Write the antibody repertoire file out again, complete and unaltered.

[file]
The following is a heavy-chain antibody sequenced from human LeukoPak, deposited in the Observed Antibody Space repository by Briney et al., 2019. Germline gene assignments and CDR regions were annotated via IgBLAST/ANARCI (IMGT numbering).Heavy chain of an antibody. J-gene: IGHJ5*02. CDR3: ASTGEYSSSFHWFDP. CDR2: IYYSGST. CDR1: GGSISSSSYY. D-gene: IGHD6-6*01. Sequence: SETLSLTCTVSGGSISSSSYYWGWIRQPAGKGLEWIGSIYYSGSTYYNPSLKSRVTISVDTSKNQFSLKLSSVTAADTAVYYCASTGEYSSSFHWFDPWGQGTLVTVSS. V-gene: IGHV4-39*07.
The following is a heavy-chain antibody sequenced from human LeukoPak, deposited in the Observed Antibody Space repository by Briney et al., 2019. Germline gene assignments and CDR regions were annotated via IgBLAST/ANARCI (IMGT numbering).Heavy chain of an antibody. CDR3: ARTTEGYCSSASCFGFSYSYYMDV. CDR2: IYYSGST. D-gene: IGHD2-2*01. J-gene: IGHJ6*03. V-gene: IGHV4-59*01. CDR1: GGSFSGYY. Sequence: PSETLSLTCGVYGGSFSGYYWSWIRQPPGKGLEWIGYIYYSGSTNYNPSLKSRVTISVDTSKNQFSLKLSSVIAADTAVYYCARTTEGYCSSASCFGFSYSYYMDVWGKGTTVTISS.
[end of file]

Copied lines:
The following is a heavy-chain antibody sequenced from human LeukoPak, deposited in the Observed Antibody Space repository by Briney et al., 2019. Germline gene assignments and CDR regions were annotated via IgBLAST/ANARCI (IMGT numbering).Heavy chain of an antibody. J-gene: IGHJ5*02. CDR3: ASTGEYSSSFHWFDP. CDR2: IYYSGST. CDR1: GGSISSSSYY. D-gene: IGHD6-6*01. Sequence: SETLSLTCTVSGGSISSSSYYWGWIRQPAGKGLEWIGSIYYSGSTYYNPSLKSRVTISVDTSKNQFSLKLSSVTAADTAVYYCASTGEYSSSFHWFDPWGQGTLVTVSS. V-gene: IGHV4-39*07.
The following is a heavy-chain antibody sequenced from human LeukoPak, deposited in the Observed Antibody Space repository by Briney et al., 2019. Germline gene assignments and CDR regions were annotated via IgBLAST/ANARCI (IMGT numbering).Heavy chain of an antibody. CDR3: ARTTEGYCSSASCFGFSYSYYMDV. CDR2: IYYSGST. D-gene: IGHD2-2*01. J-gene: IGHJ6*03. V-gene: IGHV4-59*01. CDR1: GGSFSGYY. Sequence: PSETLSLTCGVYGGSFSGYYWSWIRQPPGKGLEWIGYIYYSGSTNYNPSLKSRVTISVDTSKNQFSLKLSSVIAADTAVYYCARTTEGYCSSASCFGFSYSYYMDVWGKGTTVTISS.